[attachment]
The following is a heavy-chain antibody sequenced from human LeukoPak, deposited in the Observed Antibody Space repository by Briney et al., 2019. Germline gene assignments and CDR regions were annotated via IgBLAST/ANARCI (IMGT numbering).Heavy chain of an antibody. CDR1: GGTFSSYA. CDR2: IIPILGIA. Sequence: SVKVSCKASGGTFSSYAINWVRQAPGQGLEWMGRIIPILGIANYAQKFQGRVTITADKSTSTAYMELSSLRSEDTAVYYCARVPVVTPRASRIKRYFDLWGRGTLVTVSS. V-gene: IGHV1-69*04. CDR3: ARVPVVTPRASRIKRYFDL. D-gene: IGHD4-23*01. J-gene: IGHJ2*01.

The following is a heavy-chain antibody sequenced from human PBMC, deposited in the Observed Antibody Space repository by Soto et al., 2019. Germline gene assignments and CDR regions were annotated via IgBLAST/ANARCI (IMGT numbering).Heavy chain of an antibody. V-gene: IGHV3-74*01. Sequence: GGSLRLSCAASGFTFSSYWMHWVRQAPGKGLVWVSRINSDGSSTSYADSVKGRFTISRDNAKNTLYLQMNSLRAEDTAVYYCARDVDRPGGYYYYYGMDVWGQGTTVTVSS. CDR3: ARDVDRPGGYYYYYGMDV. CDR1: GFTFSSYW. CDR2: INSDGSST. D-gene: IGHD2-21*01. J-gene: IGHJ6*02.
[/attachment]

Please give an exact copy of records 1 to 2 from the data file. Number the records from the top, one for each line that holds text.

The following is a heavy-chain antibody sequenced from human LeukoPak, deposited in the Observed Antibody Space repository by Briney et al., 2019. Germline gene assignments and CDR regions were annotated via IgBLAST/ANARCI (IMGT numbering).Heavy chain of an antibody. CDR1: GGTFSSYA. CDR2: IIPILGIA. Sequence: SVKVSCKASGGTFSSYAINWVRQAPGQGLEWMGRIIPILGIANYAQKFQGRVTITADKSTSTAYMELSSLRSEDTAVYYCARVPVVTPRASRIKRYFDLWGRGTLVTVSS. V-gene: IGHV1-69*04. CDR3: ARVPVVTPRASRIKRYFDL. D-gene: IGHD4-23*01. J-gene: IGHJ2*01.

The following is a heavy-chain antibody sequenced from human PBMC, deposited in the Observed Antibody Space repository by Soto et al., 2019. Germline gene assignments and CDR regions were annotated via IgBLAST/ANARCI (IMGT numbering).Heavy chain of an antibody. V-gene: IGHV3-74*01. Sequence: GGSLRLSCAASGFTFSSYWMHWVRQAPGKGLVWVSRINSDGSSTSYADSVKGRFTISRDNAKNTLYLQMNSLRAEDTAVYYCARDVDRPGGYYYYYGMDVWGQGTTVTVSS. CDR3: ARDVDRPGGYYYYYGMDV. CDR1: GFTFSSYW. CDR2: INSDGSST. D-gene: IGHD2-21*01. J-gene: IGHJ6*02.